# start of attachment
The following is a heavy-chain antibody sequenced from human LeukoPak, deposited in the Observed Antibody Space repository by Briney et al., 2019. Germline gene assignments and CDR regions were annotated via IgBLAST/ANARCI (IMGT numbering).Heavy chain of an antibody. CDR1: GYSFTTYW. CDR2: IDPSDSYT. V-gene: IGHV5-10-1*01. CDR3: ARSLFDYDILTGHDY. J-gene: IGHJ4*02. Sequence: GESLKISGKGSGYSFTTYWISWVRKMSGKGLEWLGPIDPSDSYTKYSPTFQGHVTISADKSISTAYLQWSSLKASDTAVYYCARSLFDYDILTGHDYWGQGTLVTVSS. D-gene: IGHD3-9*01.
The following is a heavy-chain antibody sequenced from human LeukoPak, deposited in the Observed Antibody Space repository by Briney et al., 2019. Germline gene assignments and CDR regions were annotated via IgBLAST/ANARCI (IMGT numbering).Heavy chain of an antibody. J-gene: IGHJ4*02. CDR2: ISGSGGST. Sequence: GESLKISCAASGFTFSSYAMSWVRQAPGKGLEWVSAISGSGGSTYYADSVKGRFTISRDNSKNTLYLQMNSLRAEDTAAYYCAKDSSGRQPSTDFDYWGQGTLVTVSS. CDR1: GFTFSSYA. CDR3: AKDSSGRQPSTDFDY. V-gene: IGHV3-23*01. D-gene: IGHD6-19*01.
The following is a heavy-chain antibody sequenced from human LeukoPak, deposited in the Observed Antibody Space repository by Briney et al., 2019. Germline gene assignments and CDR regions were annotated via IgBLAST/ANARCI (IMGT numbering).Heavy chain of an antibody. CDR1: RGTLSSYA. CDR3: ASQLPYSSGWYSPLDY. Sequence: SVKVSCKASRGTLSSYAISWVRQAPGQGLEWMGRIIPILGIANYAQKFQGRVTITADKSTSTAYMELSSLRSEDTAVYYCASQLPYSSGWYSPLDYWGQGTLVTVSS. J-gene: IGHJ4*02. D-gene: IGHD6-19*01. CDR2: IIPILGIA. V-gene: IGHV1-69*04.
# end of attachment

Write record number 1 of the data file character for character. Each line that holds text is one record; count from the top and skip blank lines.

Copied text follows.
The following is a heavy-chain antibody sequenced from human LeukoPak, deposited in the Observed Antibody Space repository by Briney et al., 2019. Germline gene assignments and CDR regions were annotated via IgBLAST/ANARCI (IMGT numbering).Heavy chain of an antibody. CDR1: GYSFTTYW. CDR2: IDPSDSYT. V-gene: IGHV5-10-1*01. CDR3: ARSLFDYDILTGHDY. J-gene: IGHJ4*02. Sequence: GESLKISGKGSGYSFTTYWISWVRKMSGKGLEWLGPIDPSDSYTKYSPTFQGHVTISADKSISTAYLQWSSLKASDTAVYYCARSLFDYDILTGHDYWGQGTLVTVSS. D-gene: IGHD3-9*01.